The icon of the Mont Airy jazz club, Marine, pioneer, dies at 98
by Len Lear
Benjamin L. Bynum Sr., longtime Mount Airy resident, who brought countless bold names to his North Philly jazz club, the Cadillac Club, from 1965 to 1977, and whose sons helped run a series of restaurants and concert halls in Philly, including two in Chestnut Hill, for more than three decades, died of age-related illnesses on October 19 at the age of 98.
In his twenties, Bynum joined the Montford Point Marines, the first African-American unit of the US Marines, starting in 1942. He began his entrepreneurial career in bars and cafes in North Philadelphia and in Germantown. In 1965, he opened the Cadillac Club at 3738 Germantown Ave., and it quickly became the hottest jazz club in town.
Some of the stars who played at the Cadillac Club were Nina Simone, BB King, Redd Foxx, Kenny Gamble, Woody Herman, Count Basie, Gladys Knight, Fats Domino, George Benson, Billy Paul, The Stylistics and even the Soul Queen, Aretha Franklin.
Billy Paul, who lived near 16th Street and South Street at the time, held the country’s number one record in December 1972, “Me and Mrs. Jones”. Paul was so grateful to Mr. Bynum for the career boost he provided that Paul called his debut album “Feelin ‘Good at the Cadillac Club”.
In an interview in 1978, Paul told me, âMr. Bynum is a wonderful man who has helped so many artists and brought so much class to Philly. His wife, Ruth, looked after the finances, and his sons, Robert and Benjamin Jr. also worked there. There was no better place to play. All musicians have sad stories about the club owners who scammed them, but not Mr. Bynum. He treated everyone fairly.
Due to changing musical tastes and the popularity of disco in the 1970s, the Cadillac Club was transformed into the Impulse nightclub in 1977, which the family closed in 1991. In a previous interview, Benjamin Jr. recalled how as a young boy he met performers like Gladys Knight & the Pips, who regularly visited the family home in Mt. Airy when they were in town playing Cadillac: âMost of the time I was in bed. Most of the time I look at pictures and remember stories about how my mom got Aretha Franklin’s ears for the evening. But honestly, I don’t even remember how old I was when it happened. “
The two sons, who both attended Central High School, followed in their father’s jazzy footsteps in 1990 when they opened Zanzibar Blue, a jazz restaurant / club at 11th and Spruce Streets. In 1996, the Bynum brothers moved Zanzibar Blue to a location below the Bellevue Hotel, but they closed it in 2007. Benjamin Jr. said at the time: âWe didn’t think he was in. our interest in renewing the lease.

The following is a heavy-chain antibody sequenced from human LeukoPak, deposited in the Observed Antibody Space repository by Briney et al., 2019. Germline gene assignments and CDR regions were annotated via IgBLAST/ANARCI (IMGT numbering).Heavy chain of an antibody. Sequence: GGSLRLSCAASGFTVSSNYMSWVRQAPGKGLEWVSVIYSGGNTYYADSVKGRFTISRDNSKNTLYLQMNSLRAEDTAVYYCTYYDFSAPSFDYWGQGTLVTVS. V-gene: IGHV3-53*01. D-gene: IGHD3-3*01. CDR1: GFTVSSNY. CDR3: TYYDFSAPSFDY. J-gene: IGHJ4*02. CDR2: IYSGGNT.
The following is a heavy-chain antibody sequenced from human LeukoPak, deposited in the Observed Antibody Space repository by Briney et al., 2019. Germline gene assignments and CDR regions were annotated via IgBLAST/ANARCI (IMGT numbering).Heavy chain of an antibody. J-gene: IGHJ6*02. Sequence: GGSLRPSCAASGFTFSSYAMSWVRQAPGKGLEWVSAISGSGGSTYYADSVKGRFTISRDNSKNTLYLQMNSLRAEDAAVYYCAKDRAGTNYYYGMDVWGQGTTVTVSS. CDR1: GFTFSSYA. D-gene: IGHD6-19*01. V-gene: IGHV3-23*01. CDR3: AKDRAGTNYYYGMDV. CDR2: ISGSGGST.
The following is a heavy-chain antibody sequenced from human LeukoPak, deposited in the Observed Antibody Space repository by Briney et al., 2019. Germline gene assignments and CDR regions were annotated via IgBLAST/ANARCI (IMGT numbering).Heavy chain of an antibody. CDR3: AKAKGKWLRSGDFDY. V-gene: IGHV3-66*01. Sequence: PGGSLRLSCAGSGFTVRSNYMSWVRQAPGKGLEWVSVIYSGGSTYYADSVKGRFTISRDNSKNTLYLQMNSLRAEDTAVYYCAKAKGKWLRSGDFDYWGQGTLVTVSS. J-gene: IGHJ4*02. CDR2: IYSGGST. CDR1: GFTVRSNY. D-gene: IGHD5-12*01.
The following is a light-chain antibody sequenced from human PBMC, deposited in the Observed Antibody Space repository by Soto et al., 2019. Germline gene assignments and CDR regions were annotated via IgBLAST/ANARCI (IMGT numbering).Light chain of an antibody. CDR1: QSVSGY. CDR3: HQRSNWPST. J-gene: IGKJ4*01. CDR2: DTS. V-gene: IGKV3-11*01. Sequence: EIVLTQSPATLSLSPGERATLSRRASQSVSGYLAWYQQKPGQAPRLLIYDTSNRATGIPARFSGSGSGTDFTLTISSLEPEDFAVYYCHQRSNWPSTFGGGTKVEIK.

In 1995, the Bynum brothers also opened Warmdaddy’s, another music restaurant, on Front Street in Old Town, moving it 10 years later to a complex in Pennsport that also houses the Riverview Cinema. While the sons had previously worked for their father at the Cadillac Club, at Warmdaddy the roles were turned and Ben Sr. worked for them. He worked at the club’s doorstep every Friday and Saturday night, even after Warmdaddy’s moved into his second home in Pennsport.
In August of last year, the Bynums closed Warmdaddy’s, attributing the move to the pandemic, but they have since moved to 1410 Mt. Vernon St. in Fairmount, next to the South Restaurant and Jazz Club, which the Bynums have opened. in 2015.
The Bynum brothers also own and operate Relish, a music and dining venue located at 7162 Ogontz Ave. at West Oak Lane. And they’ve been involved for a while with Al Paris in Heirloom, a BYOB fine-dining restaurant next to the State Store on top of the hill from 2011 to 2015 and Paris Bistro & Jazz Club next to the Chestnut Hill hotel from January 2014, until March 2020, victim of the pandemic. (Veteran Chestnut Hill restaurateurs Rob and Vanessa Mullen took over Paris Bistro in 2018. Bynum was already gone, with Al Paris in full control.)
Benjamin Bynum Sr. continued to work until he was 90 and said he would never fully retire. His sons certainly carry on the family tradition of providing good music and good food. His wife, Ruth, died at age 80 in 2005. Besides his sons, he is survived by a brother, James, who is 100 years old (sister, Zellen, died last year at 102); his partner, Thelma Peake, and daughters Antoinette, Benita and Denee and nine grandchildren, seven great grandchildren and one great great grandchild.
Len Lear can be contacted at [email protected]